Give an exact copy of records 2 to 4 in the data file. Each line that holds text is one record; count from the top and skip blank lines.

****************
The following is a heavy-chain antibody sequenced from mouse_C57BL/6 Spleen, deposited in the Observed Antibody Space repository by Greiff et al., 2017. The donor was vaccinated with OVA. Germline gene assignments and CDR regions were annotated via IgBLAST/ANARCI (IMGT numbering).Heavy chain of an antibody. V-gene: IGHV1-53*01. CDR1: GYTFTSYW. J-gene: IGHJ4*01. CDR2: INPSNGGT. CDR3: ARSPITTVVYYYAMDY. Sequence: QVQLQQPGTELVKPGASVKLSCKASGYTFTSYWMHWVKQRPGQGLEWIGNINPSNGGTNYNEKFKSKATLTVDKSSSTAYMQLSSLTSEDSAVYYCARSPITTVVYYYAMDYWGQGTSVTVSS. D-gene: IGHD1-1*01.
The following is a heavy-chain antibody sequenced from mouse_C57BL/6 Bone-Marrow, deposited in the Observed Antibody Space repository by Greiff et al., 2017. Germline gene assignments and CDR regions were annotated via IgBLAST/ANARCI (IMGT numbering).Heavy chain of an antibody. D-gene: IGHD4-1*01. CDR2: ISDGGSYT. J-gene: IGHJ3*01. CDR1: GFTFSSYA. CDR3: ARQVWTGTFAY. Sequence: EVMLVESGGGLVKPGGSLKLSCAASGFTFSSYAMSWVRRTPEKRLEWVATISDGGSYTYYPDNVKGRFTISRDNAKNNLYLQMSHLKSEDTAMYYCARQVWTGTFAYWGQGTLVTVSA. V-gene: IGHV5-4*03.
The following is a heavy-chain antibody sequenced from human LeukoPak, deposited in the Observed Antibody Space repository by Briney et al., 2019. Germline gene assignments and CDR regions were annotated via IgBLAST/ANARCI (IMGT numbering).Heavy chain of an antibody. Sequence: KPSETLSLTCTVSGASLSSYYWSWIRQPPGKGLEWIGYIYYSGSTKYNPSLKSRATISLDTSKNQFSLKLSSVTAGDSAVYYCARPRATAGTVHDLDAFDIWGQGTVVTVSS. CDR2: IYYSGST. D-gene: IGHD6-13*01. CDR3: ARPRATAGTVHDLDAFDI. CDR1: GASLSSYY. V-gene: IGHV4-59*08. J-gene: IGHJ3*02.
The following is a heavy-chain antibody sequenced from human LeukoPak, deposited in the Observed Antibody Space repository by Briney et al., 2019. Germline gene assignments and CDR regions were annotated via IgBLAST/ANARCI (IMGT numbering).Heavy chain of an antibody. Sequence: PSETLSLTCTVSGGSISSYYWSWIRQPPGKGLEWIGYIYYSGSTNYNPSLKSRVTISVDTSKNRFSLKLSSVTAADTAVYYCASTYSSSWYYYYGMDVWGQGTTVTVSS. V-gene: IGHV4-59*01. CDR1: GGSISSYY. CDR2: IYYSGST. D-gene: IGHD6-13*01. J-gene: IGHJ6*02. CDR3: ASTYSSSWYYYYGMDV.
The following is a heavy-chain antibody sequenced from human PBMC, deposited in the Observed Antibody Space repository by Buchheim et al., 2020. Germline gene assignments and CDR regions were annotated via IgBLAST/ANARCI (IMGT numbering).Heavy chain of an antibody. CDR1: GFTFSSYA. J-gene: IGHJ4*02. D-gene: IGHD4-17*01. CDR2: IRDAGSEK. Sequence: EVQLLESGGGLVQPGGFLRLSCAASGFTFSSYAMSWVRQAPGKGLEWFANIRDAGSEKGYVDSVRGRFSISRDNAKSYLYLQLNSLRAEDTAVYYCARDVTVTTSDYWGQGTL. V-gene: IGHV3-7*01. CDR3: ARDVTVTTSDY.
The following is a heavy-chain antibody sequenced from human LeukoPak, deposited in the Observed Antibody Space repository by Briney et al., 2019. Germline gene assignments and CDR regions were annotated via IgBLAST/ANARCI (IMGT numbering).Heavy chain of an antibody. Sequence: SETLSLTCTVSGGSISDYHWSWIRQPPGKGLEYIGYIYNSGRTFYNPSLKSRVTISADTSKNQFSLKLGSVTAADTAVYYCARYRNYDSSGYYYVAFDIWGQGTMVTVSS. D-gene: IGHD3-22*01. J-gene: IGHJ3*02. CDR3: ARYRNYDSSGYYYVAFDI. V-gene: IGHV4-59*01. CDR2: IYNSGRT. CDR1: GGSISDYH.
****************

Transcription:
The following is a heavy-chain antibody sequenced from mouse_C57BL/6 Bone-Marrow, deposited in the Observed Antibody Space repository by Greiff et al., 2017. Germline gene assignments and CDR regions were annotated via IgBLAST/ANARCI (IMGT numbering).Heavy chain of an antibody. D-gene: IGHD4-1*01. CDR2: ISDGGSYT. J-gene: IGHJ3*01. CDR1: GFTFSSYA. CDR3: ARQVWTGTFAY. Sequence: EVMLVESGGGLVKPGGSLKLSCAASGFTFSSYAMSWVRRTPEKRLEWVATISDGGSYTYYPDNVKGRFTISRDNAKNNLYLQMSHLKSEDTAMYYCARQVWTGTFAYWGQGTLVTVSA. V-gene: IGHV5-4*03.
The following is a heavy-chain antibody sequenced from human LeukoPak, deposited in the Observed Antibody Space repository by Briney et al., 2019. Germline gene assignments and CDR regions were annotated via IgBLAST/ANARCI (IMGT numbering).Heavy chain of an antibody. Sequence: KPSETLSLTCTVSGASLSSYYWSWIRQPPGKGLEWIGYIYYSGSTKYNPSLKSRATISLDTSKNQFSLKLSSVTAGDSAVYYCARPRATAGTVHDLDAFDIWGQGTVVTVSS. CDR2: IYYSGST. D-gene: IGHD6-13*01. CDR3: ARPRATAGTVHDLDAFDI. CDR1: GASLSSYY. V-gene: IGHV4-59*08. J-gene: IGHJ3*02.
The following is a heavy-chain antibody sequenced from human LeukoPak, deposited in the Observed Antibody Space repository by Briney et al., 2019. Germline gene assignments and CDR regions were annotated via IgBLAST/ANARCI (IMGT numbering).Heavy chain of an antibody. Sequence: PSETLSLTCTVSGGSISSYYWSWIRQPPGKGLEWIGYIYYSGSTNYNPSLKSRVTISVDTSKNRFSLKLSSVTAADTAVYYCASTYSSSWYYYYGMDVWGQGTTVTVSS. V-gene: IGHV4-59*01. CDR1: GGSISSYY. CDR2: IYYSGST. D-gene: IGHD6-13*01. J-gene: IGHJ6*02. CDR3: ASTYSSSWYYYYGMDV.